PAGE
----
Dover Castle, Kent - England
Located at the shortest crossing between the UK and continental Europe, Dover Castle played a prime role in England's historical fortunes. Invading from France, William the Conqueror built the first castle in 1066 - an earthwork structure with a motte. Henry II did most to shape the building between 1179 and 1188, adding defences radiating out from the keep to produce Europe's first concentric castle. Henry II’s work was carried out with the help of Maurice the Ingeniator, and was completed by King John, resulting in a four-storey keep, a three-towered forebuilding and impregnable defensive walls.
From 1216-17 the castle was besieged by the French, standing up to the test, but Henry III strengthened the defences further. The outer curtain wall was completed, stretching to the edge of the cliff, and Constable's Gate was constructed - a cluster of different sized towers designed to command all angles of attack. In the 18th century, Colonel William Twiss added extra gun positions, and constructed Constable's Bastion, Canon's Gateway and numerous barracks and storehouses. Further additions were made in the 1850s, and Dover Castle played an vital role in the two world wars as a site for anti-aircraft guns and radar. The army remained in the castle until 1958, and in 1963 handed it over to the Ministry of Works for preservation.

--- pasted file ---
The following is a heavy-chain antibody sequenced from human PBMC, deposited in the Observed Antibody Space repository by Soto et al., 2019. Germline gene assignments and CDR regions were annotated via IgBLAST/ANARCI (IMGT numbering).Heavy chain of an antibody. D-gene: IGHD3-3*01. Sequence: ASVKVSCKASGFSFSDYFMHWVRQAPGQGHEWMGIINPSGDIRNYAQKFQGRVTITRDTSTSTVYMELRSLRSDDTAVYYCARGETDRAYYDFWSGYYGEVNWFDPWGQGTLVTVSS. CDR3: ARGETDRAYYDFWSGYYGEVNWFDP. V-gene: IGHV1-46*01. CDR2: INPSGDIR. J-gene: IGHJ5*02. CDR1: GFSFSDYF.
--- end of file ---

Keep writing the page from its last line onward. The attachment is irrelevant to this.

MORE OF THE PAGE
The entry to Dover Castle, which includes two chapels, is the magnificent forebuilding. The significance of the three-towered forebuilding , can be fully appreciated, stretching along the eastern wall of the keep. It was around this stronghold that the concentric castle was developed and work was completed in the mid-13th century. Looming over the busy port, the centrepiece of Dover Castle is the Great Tower - the largest keep in Britain - a four storey building housing a basement, a first floor and a second floor spanning two stories. The outer curtain wall, with twenty individual towers, creates an outer bailey stretching to the edge of the cliff.
The Great Tower and forebuilding, viewed from the west demonstrate the vast size of Dover Castle, perched atop the cliffs overlooking the English Channel. Beneath the castle is a network of tunnels, a barracks during the Napoleonic Wars and a military command centre during World War II.